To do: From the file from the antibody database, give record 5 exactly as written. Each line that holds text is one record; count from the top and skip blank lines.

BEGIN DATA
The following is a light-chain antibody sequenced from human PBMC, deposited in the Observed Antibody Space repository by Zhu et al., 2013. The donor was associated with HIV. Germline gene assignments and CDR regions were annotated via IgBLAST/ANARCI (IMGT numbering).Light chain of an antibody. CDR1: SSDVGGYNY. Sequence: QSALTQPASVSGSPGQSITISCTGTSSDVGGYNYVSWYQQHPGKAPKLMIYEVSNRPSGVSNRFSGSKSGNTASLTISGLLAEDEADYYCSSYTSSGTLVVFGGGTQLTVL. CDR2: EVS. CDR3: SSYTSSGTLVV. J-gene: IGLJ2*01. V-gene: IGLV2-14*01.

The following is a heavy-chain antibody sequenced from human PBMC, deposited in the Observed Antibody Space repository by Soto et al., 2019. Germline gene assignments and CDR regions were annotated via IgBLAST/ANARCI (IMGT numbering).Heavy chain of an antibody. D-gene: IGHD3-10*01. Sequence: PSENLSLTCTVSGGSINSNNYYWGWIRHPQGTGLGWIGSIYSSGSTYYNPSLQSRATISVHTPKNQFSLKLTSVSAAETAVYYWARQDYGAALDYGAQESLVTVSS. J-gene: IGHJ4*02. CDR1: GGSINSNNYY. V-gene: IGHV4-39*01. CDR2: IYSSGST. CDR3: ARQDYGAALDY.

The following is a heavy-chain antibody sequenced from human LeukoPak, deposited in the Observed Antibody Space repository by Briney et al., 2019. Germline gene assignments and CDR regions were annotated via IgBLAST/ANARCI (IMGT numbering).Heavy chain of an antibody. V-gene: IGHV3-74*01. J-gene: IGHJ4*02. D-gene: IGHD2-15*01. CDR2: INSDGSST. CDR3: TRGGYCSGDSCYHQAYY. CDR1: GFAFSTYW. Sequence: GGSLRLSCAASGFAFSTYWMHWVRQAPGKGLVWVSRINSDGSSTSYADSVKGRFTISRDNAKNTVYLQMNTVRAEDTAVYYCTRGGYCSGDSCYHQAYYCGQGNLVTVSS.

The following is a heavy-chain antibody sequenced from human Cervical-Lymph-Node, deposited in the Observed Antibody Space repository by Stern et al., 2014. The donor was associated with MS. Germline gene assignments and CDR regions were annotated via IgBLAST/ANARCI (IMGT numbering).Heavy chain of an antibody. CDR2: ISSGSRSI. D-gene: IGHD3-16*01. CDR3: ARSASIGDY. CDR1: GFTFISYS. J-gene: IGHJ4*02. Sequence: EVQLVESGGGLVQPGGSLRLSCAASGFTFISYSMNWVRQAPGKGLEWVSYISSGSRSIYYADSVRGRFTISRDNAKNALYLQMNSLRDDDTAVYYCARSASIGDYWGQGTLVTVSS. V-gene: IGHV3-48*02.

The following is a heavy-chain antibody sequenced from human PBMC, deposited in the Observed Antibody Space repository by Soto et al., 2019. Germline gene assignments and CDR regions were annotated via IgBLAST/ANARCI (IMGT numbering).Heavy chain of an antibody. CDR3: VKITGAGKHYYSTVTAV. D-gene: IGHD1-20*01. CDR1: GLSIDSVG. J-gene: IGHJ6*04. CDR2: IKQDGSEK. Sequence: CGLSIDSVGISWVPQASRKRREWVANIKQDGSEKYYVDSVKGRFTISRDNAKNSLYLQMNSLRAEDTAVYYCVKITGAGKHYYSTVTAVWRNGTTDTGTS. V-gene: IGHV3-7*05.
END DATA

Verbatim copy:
The following is a heavy-chain antibody sequenced from human PBMC, deposited in the Observed Antibody Space repository by Soto et al., 2019. Germline gene assignments and CDR regions were annotated via IgBLAST/ANARCI (IMGT numbering).Heavy chain of an antibody. CDR3: VKITGAGKHYYSTVTAV. D-gene: IGHD1-20*01. CDR1: GLSIDSVG. J-gene: IGHJ6*04. CDR2: IKQDGSEK. Sequence: CGLSIDSVGISWVPQASRKRREWVANIKQDGSEKYYVDSVKGRFTISRDNAKNSLYLQMNSLRAEDTAVYYCVKITGAGKHYYSTVTAVWRNGTTDTGTS. V-gene: IGHV3-7*05.